The Scottish National Gallery of Modern Art commissioned Wright to do a permanent work in the public stairwell of gallery, previously the Dean Orphan Hospital built in 1833. Terry Farrell + Partners did the conversion in 1999, but it remains a classical Georgian building, tilting into the Victorian era, still full of light and space.
The Stairwell Project consists of small black twisting fleur-de-lys each positioned about 4" apart, but in no discernably regular pattern. As the flowers are directional, it gives the surface of this stairwell a tension and a liveliness that paradoxically isn't actually determined by the architecture, although literally painted on it. Rather, Wright's painting seems to sit on the surface, but is not of the surface.
Now, clearly I'm intuiting all this from the photographs, but what strikes me about the project is that in its conceptual simplicity so many things happen: the moire patterns of any semi-regular array of marks, the references to death and the death of children: the flowers are black, the are small, they are faintly disturbing. The daunting nature of the interior architecture, which has been considered inviolable for the last fifty years: Georgian classicism is considered a near perfect case of mathematical and cultural elegance. The obvious quiet of the actual painting (small brushes, close work, unvarying marks: not expressionistic, narrative or biographical), just the process of painting each small figure.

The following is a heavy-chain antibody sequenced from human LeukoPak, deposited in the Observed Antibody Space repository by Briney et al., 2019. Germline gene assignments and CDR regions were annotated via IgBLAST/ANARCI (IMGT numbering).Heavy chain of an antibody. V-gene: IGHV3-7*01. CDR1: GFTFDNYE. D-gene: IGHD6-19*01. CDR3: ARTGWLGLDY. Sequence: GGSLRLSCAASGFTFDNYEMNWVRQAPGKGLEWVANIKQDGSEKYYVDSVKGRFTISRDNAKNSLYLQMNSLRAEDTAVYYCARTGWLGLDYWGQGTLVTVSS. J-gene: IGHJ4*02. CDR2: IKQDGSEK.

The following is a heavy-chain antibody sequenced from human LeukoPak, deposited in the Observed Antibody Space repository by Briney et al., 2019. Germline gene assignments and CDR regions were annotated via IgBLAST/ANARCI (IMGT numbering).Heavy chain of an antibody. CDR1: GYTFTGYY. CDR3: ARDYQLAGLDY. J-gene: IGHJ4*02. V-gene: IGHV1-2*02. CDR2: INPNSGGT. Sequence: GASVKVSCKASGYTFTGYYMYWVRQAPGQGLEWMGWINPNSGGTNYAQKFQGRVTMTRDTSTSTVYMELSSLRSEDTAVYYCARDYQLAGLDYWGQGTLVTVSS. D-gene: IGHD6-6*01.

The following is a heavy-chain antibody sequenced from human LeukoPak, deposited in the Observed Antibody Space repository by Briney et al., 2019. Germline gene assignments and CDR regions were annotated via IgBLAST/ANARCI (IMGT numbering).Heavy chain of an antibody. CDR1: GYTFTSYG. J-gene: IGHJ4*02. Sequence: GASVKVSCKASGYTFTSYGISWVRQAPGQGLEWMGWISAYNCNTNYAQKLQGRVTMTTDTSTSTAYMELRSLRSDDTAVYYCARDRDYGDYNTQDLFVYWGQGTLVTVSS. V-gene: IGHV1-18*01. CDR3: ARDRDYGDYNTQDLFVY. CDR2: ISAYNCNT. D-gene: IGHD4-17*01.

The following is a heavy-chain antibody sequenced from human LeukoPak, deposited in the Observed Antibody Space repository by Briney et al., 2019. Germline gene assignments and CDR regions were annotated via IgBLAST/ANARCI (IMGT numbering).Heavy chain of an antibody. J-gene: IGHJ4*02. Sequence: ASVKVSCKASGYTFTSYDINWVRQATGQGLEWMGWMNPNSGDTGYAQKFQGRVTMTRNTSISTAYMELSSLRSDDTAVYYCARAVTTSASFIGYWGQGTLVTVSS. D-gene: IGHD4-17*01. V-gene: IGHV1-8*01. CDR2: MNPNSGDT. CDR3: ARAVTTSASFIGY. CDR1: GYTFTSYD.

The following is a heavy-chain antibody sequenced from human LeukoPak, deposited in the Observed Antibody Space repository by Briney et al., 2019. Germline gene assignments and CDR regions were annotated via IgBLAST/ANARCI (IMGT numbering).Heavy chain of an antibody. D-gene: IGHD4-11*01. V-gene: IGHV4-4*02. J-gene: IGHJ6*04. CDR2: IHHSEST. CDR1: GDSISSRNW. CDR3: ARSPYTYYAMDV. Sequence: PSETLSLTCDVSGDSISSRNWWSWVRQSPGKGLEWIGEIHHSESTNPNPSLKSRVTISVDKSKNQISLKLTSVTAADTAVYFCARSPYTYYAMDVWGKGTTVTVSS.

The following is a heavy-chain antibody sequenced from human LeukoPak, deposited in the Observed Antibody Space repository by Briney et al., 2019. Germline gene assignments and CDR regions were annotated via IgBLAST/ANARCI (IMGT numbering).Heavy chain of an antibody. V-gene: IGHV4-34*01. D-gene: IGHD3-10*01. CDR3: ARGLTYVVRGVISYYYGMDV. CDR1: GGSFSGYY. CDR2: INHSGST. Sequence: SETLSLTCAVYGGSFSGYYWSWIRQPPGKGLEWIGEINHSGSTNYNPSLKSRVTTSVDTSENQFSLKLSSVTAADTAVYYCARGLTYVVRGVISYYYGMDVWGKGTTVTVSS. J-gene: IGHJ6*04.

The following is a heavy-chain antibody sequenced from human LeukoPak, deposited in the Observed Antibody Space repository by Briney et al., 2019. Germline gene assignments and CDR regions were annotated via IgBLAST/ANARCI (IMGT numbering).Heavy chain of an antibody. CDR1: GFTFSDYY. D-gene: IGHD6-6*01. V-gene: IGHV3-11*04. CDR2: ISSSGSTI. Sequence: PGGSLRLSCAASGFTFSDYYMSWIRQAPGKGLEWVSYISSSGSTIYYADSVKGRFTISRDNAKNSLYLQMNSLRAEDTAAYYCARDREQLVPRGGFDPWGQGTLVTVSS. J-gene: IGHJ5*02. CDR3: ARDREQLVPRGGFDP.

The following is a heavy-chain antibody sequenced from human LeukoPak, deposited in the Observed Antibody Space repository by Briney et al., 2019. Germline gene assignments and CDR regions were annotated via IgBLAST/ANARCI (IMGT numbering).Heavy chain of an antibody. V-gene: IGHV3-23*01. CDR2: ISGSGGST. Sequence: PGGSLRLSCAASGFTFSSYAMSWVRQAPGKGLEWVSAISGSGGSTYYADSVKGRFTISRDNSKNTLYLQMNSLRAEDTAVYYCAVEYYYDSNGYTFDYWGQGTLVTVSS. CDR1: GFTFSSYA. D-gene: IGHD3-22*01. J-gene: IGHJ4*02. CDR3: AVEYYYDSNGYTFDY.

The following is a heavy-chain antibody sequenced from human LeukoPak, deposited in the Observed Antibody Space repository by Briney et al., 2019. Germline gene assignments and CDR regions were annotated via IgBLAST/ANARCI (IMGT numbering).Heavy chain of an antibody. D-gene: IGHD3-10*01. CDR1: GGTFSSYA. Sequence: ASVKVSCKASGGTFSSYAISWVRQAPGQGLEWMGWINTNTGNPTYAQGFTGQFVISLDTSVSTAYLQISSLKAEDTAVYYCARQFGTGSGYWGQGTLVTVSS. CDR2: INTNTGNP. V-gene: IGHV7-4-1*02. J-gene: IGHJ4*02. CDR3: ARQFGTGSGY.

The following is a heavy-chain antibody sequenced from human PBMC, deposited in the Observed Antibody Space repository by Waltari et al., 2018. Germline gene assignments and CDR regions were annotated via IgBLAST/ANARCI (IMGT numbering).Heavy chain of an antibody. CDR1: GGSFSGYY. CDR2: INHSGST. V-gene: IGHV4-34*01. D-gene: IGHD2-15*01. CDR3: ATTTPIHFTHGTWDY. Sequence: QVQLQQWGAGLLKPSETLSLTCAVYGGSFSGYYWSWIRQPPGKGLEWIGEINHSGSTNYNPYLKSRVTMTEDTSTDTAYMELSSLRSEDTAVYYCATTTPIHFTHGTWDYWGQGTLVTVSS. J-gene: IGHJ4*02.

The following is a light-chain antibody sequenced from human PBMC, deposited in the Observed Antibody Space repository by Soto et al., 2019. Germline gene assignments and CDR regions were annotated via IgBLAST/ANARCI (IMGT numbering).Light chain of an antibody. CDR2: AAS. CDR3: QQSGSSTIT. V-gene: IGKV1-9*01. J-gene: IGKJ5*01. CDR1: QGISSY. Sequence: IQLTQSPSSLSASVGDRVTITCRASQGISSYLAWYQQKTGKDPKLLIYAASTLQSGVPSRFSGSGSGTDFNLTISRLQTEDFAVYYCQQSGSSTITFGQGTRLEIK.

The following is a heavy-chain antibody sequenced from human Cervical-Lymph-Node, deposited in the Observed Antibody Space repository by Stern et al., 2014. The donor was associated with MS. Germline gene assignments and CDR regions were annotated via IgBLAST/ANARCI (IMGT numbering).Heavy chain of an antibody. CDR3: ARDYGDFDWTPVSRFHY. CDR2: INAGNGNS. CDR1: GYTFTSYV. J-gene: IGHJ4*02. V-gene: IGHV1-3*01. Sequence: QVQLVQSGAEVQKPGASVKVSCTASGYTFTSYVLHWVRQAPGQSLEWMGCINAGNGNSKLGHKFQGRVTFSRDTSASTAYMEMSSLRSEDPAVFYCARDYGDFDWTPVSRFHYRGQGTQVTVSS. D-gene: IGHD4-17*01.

It is meditative in the way that artisanal craft is meditative: there is a goal, and one's hands get you there, no matter how slowly.
Cy Twombly, died Tuesday at 83. I had a note about him last fall in the context of artists' lists. Tacita Dean made a film about him recently, Edwin Parker (2011) showing all this summer at the Dulwich Picture Gallery in London.
Of all the artists of the 1960s, Ad Rheinhart's black canvases, Rauschenberg's dense messy collages, Frankenthaler's stains and Morris Louis's pours plus pop and op art – all exploring the carrying capacity of the canvas surface, Twombly was the most calligraphic, the most like writing and drawing: no erasure of the hand here.
The early work was so delicate, it seems to get louder and in a way angrier with each decade. Young man's work in these two pieces.